Readers may be hard-pressed to believe that this sassy romp of a historical romance is Kerrelyn Sparks’ debut novel. Call it The Scarlet Pimpernel meets MacGyver, or maybe The Patriot meets Inspector Gadget. Any way you choose, Quincy Stanton, Loyalist fop and Patriot spy, is an absolute delight.
Quincy, illegitimate son of the Earl of Dearlington, is back in Boston after a dreadful visit with his father, who refused to acknowledge him as his son and threatened to take away Quincy’s shipping business. Quincy’s partner, his uncle Edward, advises Quincy that it is altogether possible the British courts will decide in favor of his father. In the meantime, British soldiers are quartered all over Boston and the Sons of Liberty need Quincy’s help. He’ll have access to all the social events of the Redcoats, if he can act the part of a Loyalist fop. Quincy agrees. At least the periwig and silly clothes purchased in England won’t go to complete waste.
Quincy’s first job is to head down to the docks, in full fop regalia, and purchase a clever boy to help him. When he meets colonial lass Virginia Munro, he insults her by asking her purchase price, assuming she’s an indentured servant just arrived from London. Speechless, Virginia tries to cut him dead but can’t help noticing that this popinjay has a few unusual characteristics - like tanned skin and real muscles, not padding. Quite a contradiction.
In actuality, Ginny and her sister, Caroline, are in Boston to visit their Aunt Mary, a patriot who is also the widow of a renowned Loyalist sympathizer. As such, Mary has access to Loyalist parties, where she hopes to overhear secrets and information. Caroline and Virginia agree to help her. It isn’t long before Virginia and Quincy meet again. But how can they get to know one another? When they discover they are actually on the same side, things heat up. Complicating matters is the arrival of Quincy’s scheming half-brother, Clarence, who plans to take over the shipping company.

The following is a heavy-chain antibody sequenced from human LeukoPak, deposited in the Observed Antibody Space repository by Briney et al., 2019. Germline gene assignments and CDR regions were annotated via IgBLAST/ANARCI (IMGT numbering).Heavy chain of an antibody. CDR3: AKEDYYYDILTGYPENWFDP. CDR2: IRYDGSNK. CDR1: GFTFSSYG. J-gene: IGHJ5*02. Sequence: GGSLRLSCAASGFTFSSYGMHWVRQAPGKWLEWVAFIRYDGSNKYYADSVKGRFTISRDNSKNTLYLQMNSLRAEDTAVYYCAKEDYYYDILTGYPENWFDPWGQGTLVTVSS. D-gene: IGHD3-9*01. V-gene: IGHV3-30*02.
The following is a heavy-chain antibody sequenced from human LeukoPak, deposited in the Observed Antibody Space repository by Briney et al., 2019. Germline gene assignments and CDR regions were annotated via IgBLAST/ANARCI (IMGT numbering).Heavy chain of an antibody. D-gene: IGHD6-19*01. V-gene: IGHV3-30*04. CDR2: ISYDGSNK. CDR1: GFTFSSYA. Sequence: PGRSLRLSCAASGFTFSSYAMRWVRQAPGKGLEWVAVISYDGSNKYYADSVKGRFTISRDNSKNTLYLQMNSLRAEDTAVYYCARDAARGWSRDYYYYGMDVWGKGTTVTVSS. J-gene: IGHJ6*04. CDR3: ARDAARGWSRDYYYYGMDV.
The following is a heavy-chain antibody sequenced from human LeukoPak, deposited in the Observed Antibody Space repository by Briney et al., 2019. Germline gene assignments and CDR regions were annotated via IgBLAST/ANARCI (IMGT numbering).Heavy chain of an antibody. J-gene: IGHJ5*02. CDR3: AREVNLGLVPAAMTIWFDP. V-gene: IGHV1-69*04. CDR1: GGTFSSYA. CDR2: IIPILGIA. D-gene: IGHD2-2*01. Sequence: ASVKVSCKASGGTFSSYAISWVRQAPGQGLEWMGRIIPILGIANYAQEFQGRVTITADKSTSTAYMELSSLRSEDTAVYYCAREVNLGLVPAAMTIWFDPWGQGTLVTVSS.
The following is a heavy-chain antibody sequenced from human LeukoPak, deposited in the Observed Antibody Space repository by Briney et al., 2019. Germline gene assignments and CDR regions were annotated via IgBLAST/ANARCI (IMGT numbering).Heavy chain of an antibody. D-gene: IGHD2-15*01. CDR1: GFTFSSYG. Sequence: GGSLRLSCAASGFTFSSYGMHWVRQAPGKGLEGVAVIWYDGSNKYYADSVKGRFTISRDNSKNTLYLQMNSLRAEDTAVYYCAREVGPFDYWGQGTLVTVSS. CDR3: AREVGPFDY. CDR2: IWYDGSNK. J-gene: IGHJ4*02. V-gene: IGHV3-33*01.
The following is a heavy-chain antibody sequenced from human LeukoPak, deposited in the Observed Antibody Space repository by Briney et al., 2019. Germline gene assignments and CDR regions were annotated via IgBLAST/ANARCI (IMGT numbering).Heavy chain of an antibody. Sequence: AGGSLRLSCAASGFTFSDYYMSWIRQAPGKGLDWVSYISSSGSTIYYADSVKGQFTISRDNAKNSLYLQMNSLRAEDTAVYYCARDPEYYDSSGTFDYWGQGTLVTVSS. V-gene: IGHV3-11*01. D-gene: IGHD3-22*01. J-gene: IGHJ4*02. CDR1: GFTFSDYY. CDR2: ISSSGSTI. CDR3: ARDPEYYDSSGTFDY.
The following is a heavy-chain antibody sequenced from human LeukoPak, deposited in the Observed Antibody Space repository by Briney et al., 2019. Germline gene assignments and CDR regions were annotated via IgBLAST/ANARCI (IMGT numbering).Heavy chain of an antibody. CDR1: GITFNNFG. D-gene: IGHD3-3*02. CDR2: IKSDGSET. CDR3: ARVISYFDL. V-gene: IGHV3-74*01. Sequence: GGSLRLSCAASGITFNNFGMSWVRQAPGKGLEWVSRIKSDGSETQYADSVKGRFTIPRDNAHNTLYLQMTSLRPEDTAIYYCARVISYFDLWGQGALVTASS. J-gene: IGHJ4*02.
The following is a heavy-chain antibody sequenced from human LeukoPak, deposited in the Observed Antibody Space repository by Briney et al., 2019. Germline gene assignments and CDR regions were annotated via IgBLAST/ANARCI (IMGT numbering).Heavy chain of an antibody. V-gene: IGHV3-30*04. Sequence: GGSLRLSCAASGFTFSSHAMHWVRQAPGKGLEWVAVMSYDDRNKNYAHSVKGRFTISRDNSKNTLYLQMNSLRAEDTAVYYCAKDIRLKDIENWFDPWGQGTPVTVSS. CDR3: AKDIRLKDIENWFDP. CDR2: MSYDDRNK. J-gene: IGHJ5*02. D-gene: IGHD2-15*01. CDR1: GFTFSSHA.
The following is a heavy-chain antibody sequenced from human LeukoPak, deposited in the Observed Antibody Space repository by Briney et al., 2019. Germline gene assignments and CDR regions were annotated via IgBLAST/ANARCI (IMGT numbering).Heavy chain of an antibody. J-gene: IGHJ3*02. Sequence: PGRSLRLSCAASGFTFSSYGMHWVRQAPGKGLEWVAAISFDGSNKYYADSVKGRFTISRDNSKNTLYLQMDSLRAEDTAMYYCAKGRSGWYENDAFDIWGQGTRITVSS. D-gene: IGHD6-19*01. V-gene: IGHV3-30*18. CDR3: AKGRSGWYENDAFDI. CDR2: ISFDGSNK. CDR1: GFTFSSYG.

Quin is delightful. The fop costume thoroughly disgusts him, but he’s a staunch supporter of liberty and the sacrifice is worth it. He even has a sidekick - Johnson, a pseudo-servant who is actually a liaison between Quin and the Sons of Liberty, who create a variety of gadgets to assist Quin. An underwater boat, precursor to a submarine. Silver buckles for his shoes, containing gunpowder. A booby-trapped carriage. Quin cheerfully accepts each one. When he finally decides to pursue Virginia, he doesn’t waste any time, and the sensuality between these two is natural and hot. His wit and good humor really bring his character to life.
Ginny is a bit less impressive, because her youth and immaturity pop up at awkward moments. Once she agrees to help her aunt gather information, she plunges in with enthusiasm and fancies herself quite the master spy, and it grew a bit thin. However, once Quin and Ginny decide to join forces, the story hurtles along at a breakneck pace.
And that may well be the only sign that this is a debut novel - the end of the story is a kitchen sink of plot elements, all on a collision course. As a result, the ending is wrapped up quickly, neatly - and somewhat implausibly.
However, For Love or Country is a standout debut - witty, charming, and featuring one of the most captivating heroes you’re likely to encounter this year. The romance is plenty hot, too. I’m eager to see what Kerrelyn Sparks comes up with next.